Young Doran was a very well set up young man, he decided, disdainfully comparing the breadth of his shoulders with those of his son and taking no account of the fact that Mark had barely started growing yet. In fact the only things wrong with the lad were the length of his hair, which spoilt his looks, and the fact that he seemed to have no plans to make the army his career. However he was young and his views would change as he got older. Even when the young man disagreed with him, which he did occasionally (proving that he could think for himself!), it was done politely and he was able to put him right without the lad going off into a fit of sulks as happened when he corrected his son. He was a man, he decided approvingly, casting another derogatory glance at Mark.

Intercepting the look, Peter effortlessly deflected his attention, then discreetly winked at Mark who was looking at him with something bordering on awe. If he hadn't seen it with his own eyes he would never have believed it. Peter had been perfectly correct when he said that he knew how to handle the old bastard! Feeling guilty about the word but thoroughly approving Peter's description, he hugged his glee to himself and kept a perfectly straight face while conscious of Peter's shoe pressing against his under the table.

Neither of them were offered wine of course, and Prudence shook her head when the Captain, more as a matter of form than anything else, tilted the bottle in her direction. Peter wondered what she was thinking. Her face revealed absolutely nothing except a vague apprehension which almost certainly irritated her husband. She made no attempt to join in his conversation with the Captain, apart from agreeing nervously with anything the man said to her.

When the awkward meal came to an end Peter offered to help with the washing up but the Captain, unwilling to dispense with so excellent an admirer, dismissed Mark to the kitchen in an inconsiderate fashion that brought a flash of anger to Peter's eyes.

Colouring, Mark left the room thinking that it was exactly the sort of remark that he had been dreading. It was one thing to be treated like that when they were alone, it was a different thing for it to happen in front of a guest, even if that guest was another boy.

He knew that he was being irrational. Peter would think no worse of him whatever his father said and lay the blame squarely where it belonged. Nevertheless it still made him angry. It was a measure of how much he had grown up recently that it was anger he felt rather than misery.

He did the washing up sullenly and had almost finished when his mother came in to make coffee, adding glasses of milk for the boys. "Peter drinks coffee after dinner, not milk," he told her.

"I'm sure he does, dear," Prudence agreed mildly, "But under the circumstances…" her voice trailed off.

Mark regarded the tray in exasperation, wondering whether to make an issue of it, but decided that discretion was the better part of valour and hoped that Peter would understand.

Peter, of course, rose to the occasion when offered coffee and explained that while he occasionally drank it without sugar at home, he preferred milk, thank you. The Captain regarded him with undisguised approval, little knowing that Mark had primed him with the knowledge that his father despised anyone who took sugar in either tea or coffee. He had to hide a grin when he recalled Emily and Victor complaining that Peter drank both with the consistency of syrup.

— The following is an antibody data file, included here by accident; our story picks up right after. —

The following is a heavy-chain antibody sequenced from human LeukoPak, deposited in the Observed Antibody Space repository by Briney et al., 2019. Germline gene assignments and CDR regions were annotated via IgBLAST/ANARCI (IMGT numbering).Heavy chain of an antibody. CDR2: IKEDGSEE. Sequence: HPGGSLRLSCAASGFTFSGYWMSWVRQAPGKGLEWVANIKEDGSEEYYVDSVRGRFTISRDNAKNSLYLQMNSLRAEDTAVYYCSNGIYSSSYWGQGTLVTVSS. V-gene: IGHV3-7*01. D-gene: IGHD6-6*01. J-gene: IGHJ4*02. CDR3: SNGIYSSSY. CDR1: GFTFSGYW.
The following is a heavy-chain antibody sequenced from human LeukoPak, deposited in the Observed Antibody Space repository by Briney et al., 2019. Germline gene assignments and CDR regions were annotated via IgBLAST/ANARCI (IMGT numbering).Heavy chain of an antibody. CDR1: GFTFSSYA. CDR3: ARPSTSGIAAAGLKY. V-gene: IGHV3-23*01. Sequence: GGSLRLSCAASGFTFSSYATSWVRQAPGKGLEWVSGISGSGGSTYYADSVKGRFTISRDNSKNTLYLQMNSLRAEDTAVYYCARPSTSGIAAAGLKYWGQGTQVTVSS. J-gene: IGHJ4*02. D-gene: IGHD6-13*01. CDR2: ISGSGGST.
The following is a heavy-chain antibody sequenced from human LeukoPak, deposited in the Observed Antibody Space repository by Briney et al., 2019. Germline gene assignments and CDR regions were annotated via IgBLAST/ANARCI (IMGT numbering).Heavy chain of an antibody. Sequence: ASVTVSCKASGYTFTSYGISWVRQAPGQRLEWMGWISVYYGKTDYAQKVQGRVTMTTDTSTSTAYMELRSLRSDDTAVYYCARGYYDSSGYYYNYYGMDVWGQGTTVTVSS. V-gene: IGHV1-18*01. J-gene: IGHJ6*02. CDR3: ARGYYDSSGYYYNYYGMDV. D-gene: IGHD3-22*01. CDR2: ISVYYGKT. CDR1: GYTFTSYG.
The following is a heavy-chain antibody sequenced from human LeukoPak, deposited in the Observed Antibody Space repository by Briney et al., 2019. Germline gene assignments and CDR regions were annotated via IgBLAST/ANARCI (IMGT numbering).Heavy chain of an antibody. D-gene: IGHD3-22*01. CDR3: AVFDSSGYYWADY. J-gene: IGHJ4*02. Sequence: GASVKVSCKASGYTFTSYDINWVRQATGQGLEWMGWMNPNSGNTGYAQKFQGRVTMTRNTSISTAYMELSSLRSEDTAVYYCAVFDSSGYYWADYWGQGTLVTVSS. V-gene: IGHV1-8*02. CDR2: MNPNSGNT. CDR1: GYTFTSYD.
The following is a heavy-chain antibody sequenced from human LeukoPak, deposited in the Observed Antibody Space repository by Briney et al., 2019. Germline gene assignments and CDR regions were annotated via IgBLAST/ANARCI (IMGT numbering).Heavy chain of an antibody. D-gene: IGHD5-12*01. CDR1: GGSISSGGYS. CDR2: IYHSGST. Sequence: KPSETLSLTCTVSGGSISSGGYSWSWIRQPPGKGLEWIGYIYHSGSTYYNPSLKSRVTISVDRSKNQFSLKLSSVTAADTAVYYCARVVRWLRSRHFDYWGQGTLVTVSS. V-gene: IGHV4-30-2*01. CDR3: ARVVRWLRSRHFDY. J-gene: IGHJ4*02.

By the time Peter had looked at a couple of albums of rather blurred photographs of the Captain and his troops in uniform, it was half past ten and he excused himself on the grounds that he had to be up early as he had promised to help his father mow the lawn. It was an understandable error because Mark hadn't told him why he'd been in trouble earlier, and was the only mistake he made all evening. It reminded the Captain, however, of Mark being AWOL and it took considerable skill on Peter's part to shield him. Not only did he succeed but turned it to his advantage by offering to assist Mark if he in turn would help him with his own lawn. He even managed to persuade the man to allow Mark to spend the day with him. The Captain agreed, reluctantly, but was inclined to think that this sensible, well built and handsome young man might be a good influence on his spineless son.

When Peter asked if he could use the bathroom Mark took him upstairs to his bedroom, shut the door and threw his arms around him as Peter looked around the room with interest. It was virtually bare. There were no posters on the walls, no pictures, no ornaments or outgrown but still loved toys. It was painfully neat, the bed covers pulled so tightly that not a wrinkle showed. There was nothing of Mark's personality in the room whatsoever. It reminded him of a hotel room indifferently awaiting the next transient occupant. There was no radiator and Mark confessed that the window remained open all year round. Knowing how much he felt the cold Peter expressed his astonishment but was unsurprised to learn that it was one of the Captain's methods of toughening up his son. He made a mental note to ensure that his own house was warm whenever Mark was there. It was no wonder that he enjoyed visiting them so much, he decided, as he looked around distastefully.

"Show me your clothes. We need to decide what you're going to wear next week."

"I haven't got much, mainly school stuff."